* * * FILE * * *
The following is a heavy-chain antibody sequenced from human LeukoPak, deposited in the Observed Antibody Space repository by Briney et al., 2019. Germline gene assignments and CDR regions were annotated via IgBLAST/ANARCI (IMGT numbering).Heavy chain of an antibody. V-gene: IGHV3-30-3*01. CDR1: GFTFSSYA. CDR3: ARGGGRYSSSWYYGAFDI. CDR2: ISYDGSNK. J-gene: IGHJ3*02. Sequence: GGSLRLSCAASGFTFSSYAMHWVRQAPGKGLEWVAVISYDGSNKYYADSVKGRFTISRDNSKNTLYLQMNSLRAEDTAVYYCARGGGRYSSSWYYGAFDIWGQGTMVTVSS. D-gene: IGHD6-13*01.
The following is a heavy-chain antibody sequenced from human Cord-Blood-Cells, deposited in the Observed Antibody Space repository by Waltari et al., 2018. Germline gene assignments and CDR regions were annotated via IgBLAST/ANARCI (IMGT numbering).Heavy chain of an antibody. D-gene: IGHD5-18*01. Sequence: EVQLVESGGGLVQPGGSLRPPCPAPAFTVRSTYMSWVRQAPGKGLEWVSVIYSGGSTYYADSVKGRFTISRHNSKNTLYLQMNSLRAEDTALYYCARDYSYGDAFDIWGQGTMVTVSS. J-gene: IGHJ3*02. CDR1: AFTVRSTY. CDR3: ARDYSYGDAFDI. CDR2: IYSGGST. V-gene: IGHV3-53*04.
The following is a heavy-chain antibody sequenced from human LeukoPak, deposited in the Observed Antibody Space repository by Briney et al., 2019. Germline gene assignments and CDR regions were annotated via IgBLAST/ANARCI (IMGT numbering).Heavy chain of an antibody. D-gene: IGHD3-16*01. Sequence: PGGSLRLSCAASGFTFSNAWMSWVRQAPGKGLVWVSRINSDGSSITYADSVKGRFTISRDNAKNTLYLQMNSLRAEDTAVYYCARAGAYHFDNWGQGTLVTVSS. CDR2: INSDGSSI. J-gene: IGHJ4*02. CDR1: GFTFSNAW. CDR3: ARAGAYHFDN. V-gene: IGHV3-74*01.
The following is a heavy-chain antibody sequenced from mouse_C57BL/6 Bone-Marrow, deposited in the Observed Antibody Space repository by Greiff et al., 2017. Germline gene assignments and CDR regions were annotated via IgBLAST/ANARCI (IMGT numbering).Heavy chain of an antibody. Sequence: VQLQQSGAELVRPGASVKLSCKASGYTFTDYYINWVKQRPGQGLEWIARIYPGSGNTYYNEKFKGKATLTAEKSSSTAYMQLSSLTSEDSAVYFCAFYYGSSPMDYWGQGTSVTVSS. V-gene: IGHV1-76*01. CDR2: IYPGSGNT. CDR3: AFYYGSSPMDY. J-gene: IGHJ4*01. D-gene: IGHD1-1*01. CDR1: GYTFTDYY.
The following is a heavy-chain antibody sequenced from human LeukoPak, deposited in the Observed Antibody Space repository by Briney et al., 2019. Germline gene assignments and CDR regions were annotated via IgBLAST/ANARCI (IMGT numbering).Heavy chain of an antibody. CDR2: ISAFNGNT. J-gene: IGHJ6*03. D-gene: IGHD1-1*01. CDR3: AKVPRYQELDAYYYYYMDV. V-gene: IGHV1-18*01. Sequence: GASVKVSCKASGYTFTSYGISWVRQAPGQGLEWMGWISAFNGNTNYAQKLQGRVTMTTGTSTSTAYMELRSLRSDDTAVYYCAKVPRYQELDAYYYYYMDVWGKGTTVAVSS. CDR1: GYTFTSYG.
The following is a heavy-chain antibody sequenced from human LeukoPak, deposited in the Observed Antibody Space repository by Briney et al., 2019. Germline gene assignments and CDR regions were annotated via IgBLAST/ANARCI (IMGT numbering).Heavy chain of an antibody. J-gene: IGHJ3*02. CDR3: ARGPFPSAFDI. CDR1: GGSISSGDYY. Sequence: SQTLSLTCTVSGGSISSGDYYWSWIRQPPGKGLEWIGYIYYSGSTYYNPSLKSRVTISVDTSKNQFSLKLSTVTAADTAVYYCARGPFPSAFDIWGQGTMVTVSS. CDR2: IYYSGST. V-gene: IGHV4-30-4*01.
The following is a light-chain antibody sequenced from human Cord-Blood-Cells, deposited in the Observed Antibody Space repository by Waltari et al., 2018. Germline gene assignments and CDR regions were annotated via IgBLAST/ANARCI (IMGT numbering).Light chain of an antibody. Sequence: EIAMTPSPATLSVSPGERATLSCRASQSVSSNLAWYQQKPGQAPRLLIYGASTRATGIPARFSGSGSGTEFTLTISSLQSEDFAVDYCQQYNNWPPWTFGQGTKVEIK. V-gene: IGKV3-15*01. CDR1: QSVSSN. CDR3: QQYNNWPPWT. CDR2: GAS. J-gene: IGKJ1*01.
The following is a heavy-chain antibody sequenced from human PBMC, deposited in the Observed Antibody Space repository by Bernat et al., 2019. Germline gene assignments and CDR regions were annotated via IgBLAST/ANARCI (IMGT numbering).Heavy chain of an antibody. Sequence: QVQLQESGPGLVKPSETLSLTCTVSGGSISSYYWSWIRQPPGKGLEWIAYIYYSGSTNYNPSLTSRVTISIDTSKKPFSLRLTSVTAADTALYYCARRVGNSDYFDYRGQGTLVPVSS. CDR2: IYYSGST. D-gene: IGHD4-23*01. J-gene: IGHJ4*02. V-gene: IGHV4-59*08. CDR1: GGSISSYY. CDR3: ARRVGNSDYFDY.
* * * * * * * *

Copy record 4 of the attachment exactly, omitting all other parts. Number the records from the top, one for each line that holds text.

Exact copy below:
The following is a heavy-chain antibody sequenced from mouse_C57BL/6 Bone-Marrow, deposited in the Observed Antibody Space repository by Greiff et al., 2017. Germline gene assignments and CDR regions were annotated via IgBLAST/ANARCI (IMGT numbering).Heavy chain of an antibody. Sequence: VQLQQSGAELVRPGASVKLSCKASGYTFTDYYINWVKQRPGQGLEWIARIYPGSGNTYYNEKFKGKATLTAEKSSSTAYMQLSSLTSEDSAVYFCAFYYGSSPMDYWGQGTSVTVSS. V-gene: IGHV1-76*01. CDR2: IYPGSGNT. CDR3: AFYYGSSPMDY. J-gene: IGHJ4*01. D-gene: IGHD1-1*01. CDR1: GYTFTDYY.